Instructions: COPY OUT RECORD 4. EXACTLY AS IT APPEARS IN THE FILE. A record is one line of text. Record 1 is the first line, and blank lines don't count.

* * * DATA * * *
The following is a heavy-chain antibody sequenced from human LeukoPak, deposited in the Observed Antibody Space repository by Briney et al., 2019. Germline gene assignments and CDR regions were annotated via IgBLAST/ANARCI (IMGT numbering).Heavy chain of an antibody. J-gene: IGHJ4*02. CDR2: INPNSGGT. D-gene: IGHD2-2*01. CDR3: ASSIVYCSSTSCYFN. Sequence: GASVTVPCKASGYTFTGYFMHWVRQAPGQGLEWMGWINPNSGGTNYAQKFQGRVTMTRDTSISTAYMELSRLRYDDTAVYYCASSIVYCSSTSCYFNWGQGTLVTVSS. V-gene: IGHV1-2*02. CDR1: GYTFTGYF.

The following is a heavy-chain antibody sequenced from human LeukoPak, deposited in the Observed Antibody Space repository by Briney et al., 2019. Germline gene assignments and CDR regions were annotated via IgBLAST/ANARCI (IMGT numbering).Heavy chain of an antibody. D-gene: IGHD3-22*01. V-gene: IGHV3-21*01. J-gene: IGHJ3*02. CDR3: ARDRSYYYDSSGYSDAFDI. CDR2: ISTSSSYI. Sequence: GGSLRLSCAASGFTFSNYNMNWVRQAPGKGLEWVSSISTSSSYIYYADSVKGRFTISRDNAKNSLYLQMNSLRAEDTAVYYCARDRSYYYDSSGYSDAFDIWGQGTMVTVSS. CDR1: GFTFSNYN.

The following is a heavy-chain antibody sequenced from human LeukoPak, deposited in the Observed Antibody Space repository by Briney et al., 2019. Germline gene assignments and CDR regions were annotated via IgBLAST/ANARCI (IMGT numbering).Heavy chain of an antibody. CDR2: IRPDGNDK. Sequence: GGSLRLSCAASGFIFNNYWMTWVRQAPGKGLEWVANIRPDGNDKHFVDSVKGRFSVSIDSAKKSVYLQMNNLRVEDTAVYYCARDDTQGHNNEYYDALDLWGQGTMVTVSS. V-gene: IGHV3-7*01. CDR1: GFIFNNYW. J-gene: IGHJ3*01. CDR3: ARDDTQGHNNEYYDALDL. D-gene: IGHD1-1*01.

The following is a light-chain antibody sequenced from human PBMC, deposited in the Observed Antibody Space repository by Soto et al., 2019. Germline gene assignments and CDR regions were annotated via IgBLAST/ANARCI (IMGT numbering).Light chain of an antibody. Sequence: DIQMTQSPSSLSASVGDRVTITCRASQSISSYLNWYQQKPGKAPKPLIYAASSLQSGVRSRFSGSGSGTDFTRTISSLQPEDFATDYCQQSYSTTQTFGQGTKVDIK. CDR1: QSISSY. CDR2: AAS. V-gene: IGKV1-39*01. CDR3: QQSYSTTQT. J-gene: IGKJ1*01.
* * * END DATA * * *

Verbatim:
The following is a light-chain antibody sequenced from human PBMC, deposited in the Observed Antibody Space repository by Soto et al., 2019. Germline gene assignments and CDR regions were annotated via IgBLAST/ANARCI (IMGT numbering).Light chain of an antibody. Sequence: DIQMTQSPSSLSASVGDRVTITCRASQSISSYLNWYQQKPGKAPKPLIYAASSLQSGVRSRFSGSGSGTDFTRTISSLQPEDFATDYCQQSYSTTQTFGQGTKVDIK. CDR1: QSISSY. CDR2: AAS. V-gene: IGKV1-39*01. CDR3: QQSYSTTQT. J-gene: IGKJ1*01.